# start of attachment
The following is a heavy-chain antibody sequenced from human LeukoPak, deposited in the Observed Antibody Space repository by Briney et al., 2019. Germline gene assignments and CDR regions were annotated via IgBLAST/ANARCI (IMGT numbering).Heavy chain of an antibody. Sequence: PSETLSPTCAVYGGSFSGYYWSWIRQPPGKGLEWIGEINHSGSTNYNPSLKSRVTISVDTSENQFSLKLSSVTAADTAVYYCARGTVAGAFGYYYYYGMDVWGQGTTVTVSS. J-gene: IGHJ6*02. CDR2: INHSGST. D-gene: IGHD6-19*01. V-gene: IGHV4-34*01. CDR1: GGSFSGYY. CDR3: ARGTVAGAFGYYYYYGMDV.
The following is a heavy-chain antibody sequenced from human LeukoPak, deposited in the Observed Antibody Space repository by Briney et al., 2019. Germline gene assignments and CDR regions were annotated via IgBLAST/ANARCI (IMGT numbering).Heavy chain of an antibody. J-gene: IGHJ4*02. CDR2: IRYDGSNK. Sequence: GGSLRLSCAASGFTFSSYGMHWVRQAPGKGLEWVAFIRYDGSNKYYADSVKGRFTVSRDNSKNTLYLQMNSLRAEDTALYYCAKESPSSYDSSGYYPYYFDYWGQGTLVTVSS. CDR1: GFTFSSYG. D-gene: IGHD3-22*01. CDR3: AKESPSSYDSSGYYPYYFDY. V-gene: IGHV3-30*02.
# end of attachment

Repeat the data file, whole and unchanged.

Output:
The following is a heavy-chain antibody sequenced from human LeukoPak, deposited in the Observed Antibody Space repository by Briney et al., 2019. Germline gene assignments and CDR regions were annotated via IgBLAST/ANARCI (IMGT numbering).Heavy chain of an antibody. Sequence: PSETLSPTCAVYGGSFSGYYWSWIRQPPGKGLEWIGEINHSGSTNYNPSLKSRVTISVDTSENQFSLKLSSVTAADTAVYYCARGTVAGAFGYYYYYGMDVWGQGTTVTVSS. J-gene: IGHJ6*02. CDR2: INHSGST. D-gene: IGHD6-19*01. V-gene: IGHV4-34*01. CDR1: GGSFSGYY. CDR3: ARGTVAGAFGYYYYYGMDV.
The following is a heavy-chain antibody sequenced from human LeukoPak, deposited in the Observed Antibody Space repository by Briney et al., 2019. Germline gene assignments and CDR regions were annotated via IgBLAST/ANARCI (IMGT numbering).Heavy chain of an antibody. J-gene: IGHJ4*02. CDR2: IRYDGSNK. Sequence: GGSLRLSCAASGFTFSSYGMHWVRQAPGKGLEWVAFIRYDGSNKYYADSVKGRFTVSRDNSKNTLYLQMNSLRAEDTALYYCAKESPSSYDSSGYYPYYFDYWGQGTLVTVSS. CDR1: GFTFSSYG. D-gene: IGHD3-22*01. CDR3: AKESPSSYDSSGYYPYYFDY. V-gene: IGHV3-30*02.